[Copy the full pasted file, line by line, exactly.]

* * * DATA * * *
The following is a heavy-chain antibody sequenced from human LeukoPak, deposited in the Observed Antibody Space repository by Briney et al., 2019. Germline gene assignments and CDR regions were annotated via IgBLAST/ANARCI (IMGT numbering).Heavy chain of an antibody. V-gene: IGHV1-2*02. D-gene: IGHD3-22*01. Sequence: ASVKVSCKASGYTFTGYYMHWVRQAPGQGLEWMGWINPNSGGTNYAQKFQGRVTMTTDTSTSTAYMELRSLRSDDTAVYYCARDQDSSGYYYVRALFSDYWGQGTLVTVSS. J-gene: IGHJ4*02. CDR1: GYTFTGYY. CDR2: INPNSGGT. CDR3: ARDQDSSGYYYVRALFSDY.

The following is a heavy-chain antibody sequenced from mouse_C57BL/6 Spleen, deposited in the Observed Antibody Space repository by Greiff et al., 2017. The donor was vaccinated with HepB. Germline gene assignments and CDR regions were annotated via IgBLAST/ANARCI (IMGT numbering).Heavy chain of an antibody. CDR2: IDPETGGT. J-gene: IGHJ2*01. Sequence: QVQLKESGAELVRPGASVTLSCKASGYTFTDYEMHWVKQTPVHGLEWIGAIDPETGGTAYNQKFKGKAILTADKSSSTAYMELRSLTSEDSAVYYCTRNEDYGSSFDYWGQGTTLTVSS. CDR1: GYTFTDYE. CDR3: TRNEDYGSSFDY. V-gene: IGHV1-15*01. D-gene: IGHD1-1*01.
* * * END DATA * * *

The following is a heavy-chain antibody sequenced from human LeukoPak, deposited in the Observed Antibody Space repository by Briney et al., 2019. Germline gene assignments and CDR regions were annotated via IgBLAST/ANARCI (IMGT numbering).Heavy chain of an antibody. V-gene: IGHV1-2*02. D-gene: IGHD3-22*01. Sequence: ASVKVSCKASGYTFTGYYMHWVRQAPGQGLEWMGWINPNSGGTNYAQKFQGRVTMTTDTSTSTAYMELRSLRSDDTAVYYCARDQDSSGYYYVRALFSDYWGQGTLVTVSS. J-gene: IGHJ4*02. CDR1: GYTFTGYY. CDR2: INPNSGGT. CDR3: ARDQDSSGYYYVRALFSDY.

The following is a heavy-chain antibody sequenced from mouse_C57BL/6 Spleen, deposited in the Observed Antibody Space repository by Greiff et al., 2017. The donor was vaccinated with HepB. Germline gene assignments and CDR regions were annotated via IgBLAST/ANARCI (IMGT numbering).Heavy chain of an antibody. CDR2: IDPETGGT. J-gene: IGHJ2*01. Sequence: QVQLKESGAELVRPGASVTLSCKASGYTFTDYEMHWVKQTPVHGLEWIGAIDPETGGTAYNQKFKGKAILTADKSSSTAYMELRSLTSEDSAVYYCTRNEDYGSSFDYWGQGTTLTVSS. CDR1: GYTFTDYE. CDR3: TRNEDYGSSFDY. V-gene: IGHV1-15*01. D-gene: IGHD1-1*01.